Presentation on theme: "Commercial Pilot vs. Airline Pilot Joshua Green. Duties and Working Conditions Pilot (commercial) Commercial pilots fly and navigate airplanes or helicopters."— Presentation transcript:
Duties and Working Conditions Pilot (commercial) Commercial pilots fly and navigate airplanes or helicopters. Commercial pilots fly aircraft for reasons such as – charter flights – rescue operations – firefighting – aerial photography – crop dusting Working conditions can vary from very large and spacious cockpits to small complex ones depending on the make and model of aircraft.
Training, Qualifications, and Advancement Opportunities Pilot (commercial) To become a pilot you need to get the specific license from the FAA(Federal Aviation Administration) – To become a commercial pilot you must be at least 18 years old and have at least 250 hours of flight experience. – A strict physical exam – Written test – And demonstrate ability to a FAA examiner Commercial pilots also have irregular schedules, typically flying between 30 hours and 90 hours each month. Usually advancement into a piloting career takes a definite path – Private pilot – Flight instructor – Commercial pilot
Earnings and Benefits Pilot (commercial) $67,500 median wage Benefits can vary depending on the job you get You get to choose when and what job you want to do
Education Pilot (commercial) For education I was thinking about Western Michigan University for Aviation Flight Science I am thinking Western because of how many different aircraft I will get to work on and learn on. Both single and double prop planes along with low wing and high wind aircraft. Also I can get an IFR rating or even a Flight instructor rating.
Duties and Working Conditions Airline Pilot work for airline companies that transport passengers and cargo according to fixed schedules. Some airline pilots may have to help handle customer complaints. Airline pilots fly for airlines that transport people and cargo on a fixed schedule Airline pilots fly an average of 75 hours per month and work an additional 150 hours per month doing nonflight duties.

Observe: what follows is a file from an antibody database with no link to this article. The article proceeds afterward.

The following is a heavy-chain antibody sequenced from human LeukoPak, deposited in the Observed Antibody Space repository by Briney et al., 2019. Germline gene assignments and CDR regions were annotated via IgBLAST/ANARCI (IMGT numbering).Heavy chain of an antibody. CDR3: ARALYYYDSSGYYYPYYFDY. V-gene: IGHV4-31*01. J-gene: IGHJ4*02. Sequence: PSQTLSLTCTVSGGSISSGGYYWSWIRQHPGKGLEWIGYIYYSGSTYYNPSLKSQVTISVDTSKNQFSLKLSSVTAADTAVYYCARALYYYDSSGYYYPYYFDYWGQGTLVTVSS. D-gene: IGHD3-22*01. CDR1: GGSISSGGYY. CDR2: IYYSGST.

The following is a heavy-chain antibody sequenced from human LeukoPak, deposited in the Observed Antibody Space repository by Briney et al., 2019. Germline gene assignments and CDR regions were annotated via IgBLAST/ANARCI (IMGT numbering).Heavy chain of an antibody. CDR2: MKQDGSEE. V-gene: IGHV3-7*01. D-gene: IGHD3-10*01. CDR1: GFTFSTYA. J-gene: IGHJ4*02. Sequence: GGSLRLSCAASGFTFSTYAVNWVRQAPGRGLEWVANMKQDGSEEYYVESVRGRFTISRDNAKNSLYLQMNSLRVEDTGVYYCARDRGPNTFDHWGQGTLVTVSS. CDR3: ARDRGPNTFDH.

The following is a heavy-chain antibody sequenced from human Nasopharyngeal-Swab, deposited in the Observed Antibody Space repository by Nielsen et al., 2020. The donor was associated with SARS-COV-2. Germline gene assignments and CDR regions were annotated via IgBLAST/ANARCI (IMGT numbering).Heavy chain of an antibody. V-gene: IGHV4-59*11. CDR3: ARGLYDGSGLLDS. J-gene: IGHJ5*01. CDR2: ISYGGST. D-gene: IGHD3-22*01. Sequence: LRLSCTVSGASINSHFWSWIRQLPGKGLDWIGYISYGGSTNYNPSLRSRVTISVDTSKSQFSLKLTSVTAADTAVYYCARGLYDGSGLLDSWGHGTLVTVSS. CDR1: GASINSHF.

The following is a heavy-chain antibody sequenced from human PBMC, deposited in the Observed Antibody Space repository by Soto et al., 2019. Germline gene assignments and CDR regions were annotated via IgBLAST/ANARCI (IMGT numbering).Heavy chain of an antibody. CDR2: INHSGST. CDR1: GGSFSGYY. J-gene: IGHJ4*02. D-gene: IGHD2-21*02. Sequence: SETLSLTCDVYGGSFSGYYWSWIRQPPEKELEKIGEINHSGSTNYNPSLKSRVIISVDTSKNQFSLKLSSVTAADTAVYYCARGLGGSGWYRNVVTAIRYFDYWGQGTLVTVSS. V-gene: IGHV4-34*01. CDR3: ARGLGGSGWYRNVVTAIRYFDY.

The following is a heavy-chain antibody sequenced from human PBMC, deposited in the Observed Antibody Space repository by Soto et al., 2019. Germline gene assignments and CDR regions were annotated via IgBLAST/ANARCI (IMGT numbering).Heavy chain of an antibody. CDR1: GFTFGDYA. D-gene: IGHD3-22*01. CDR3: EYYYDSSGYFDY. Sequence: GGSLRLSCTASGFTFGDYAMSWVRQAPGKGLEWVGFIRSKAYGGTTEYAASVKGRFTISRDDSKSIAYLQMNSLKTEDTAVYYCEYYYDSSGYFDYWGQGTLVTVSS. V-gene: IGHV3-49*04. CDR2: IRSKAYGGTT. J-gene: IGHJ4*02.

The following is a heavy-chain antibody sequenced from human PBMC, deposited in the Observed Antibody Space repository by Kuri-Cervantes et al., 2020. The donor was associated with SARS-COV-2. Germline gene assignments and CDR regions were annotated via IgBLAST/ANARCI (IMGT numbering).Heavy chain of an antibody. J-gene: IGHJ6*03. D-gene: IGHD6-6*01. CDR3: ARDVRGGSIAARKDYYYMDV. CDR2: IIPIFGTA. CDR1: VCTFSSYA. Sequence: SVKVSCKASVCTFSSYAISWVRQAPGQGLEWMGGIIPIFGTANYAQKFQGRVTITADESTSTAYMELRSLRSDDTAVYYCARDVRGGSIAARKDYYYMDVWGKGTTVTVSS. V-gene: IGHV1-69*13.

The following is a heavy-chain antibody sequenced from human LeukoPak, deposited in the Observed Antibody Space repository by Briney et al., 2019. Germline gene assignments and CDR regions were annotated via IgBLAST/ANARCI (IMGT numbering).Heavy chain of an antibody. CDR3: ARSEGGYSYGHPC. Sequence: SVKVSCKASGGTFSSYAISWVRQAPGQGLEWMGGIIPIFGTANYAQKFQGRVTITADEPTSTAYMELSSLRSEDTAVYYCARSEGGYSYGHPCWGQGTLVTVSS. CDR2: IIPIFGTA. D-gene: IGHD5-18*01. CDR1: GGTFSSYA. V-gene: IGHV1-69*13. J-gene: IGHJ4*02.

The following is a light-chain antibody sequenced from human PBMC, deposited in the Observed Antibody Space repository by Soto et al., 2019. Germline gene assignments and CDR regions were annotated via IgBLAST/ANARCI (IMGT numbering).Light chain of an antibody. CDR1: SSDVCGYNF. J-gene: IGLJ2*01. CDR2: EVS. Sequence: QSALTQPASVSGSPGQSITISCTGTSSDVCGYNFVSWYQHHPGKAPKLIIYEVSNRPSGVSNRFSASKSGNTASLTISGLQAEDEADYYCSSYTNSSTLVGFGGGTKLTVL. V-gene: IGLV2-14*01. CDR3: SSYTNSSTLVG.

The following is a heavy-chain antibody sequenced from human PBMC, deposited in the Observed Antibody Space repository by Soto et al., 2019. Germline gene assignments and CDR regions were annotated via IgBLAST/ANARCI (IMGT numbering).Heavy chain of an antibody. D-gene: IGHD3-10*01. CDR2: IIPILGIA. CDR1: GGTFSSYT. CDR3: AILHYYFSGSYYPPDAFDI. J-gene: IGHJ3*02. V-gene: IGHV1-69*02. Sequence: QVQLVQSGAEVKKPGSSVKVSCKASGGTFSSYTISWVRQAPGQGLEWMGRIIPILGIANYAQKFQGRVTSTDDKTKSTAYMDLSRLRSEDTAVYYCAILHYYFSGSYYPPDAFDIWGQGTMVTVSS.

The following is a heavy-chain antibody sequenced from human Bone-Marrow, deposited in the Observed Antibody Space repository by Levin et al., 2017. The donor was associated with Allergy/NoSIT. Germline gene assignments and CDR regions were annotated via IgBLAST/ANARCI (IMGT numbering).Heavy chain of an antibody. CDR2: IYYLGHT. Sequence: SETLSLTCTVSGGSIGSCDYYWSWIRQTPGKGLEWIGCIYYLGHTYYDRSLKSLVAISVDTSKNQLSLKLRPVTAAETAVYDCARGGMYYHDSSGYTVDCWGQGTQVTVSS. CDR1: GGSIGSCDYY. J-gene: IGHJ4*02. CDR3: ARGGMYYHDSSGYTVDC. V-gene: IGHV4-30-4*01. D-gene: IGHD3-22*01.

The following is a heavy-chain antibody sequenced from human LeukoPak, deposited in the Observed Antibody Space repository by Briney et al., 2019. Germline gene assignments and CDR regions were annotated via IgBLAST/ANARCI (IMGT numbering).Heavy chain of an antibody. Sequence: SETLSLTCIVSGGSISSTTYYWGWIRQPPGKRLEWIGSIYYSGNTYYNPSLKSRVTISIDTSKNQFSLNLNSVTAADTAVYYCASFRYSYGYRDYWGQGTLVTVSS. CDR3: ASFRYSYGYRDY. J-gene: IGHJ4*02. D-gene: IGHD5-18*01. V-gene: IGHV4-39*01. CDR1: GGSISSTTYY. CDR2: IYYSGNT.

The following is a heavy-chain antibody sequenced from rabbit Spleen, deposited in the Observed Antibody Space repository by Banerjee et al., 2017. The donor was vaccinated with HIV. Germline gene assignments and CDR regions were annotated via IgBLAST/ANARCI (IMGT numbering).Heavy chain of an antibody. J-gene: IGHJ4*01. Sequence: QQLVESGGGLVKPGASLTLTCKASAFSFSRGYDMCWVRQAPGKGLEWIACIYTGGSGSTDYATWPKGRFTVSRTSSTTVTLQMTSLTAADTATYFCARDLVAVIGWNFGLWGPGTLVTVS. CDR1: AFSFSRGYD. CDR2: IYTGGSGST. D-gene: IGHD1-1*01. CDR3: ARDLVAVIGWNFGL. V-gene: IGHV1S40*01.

Training, Qualifications, and Advancement Opportunities Airline Pilot Applicants must be at least 23 years old, have a minimum of 1,500 hours of flight time, and pass written and flight exams. Some also need an instrument rating so they can fly during periods of low visibility. This is a written exam and a demonstration to an examiner With proper training, airline pilots may also be deputized as federal law enforcement officers and be issued firearms to protect the cockpit. Usually advancement into a piloting career takes a definite path – Private pilot – Flight instructor – Commercial pilot – And finally airline pilot
Earnings and Benefits Airline Pilot Airline and Commercial Pilots $92,060 median wage Usually receive life and health insurance coverage for themselves and even for their family members. You get to see the country and even the world as you fly over Chances are you will be required to have a day off with no flying after an international flight You can become a registered
Education Airline Pilot I was thinking about going to Eastern Michigan University to get a Bachelor in Science in Aviation Flight Technology because if I do this it will certify me up to being a flight instructor. Often if you wish to be a pilot many companies often require a 2 year degree in English, math, physics, or aeronautical engineering.
Similarities You will be flying planes These careers are similar in that both you need to have at least a commercial certificate Both can have a very hectic working schedule Differences If you are an airline pilot you need an IFR rating You need to be older and have more flight hours to be an airline pilot Commercial pilots often do their own work on their planes
Preference I think I would prefer to be an airline pilot because I want to fly around the world, and I would prefer to not work on my own plane. Also the work schedule for an airline pilot is better set then a commercial pilot.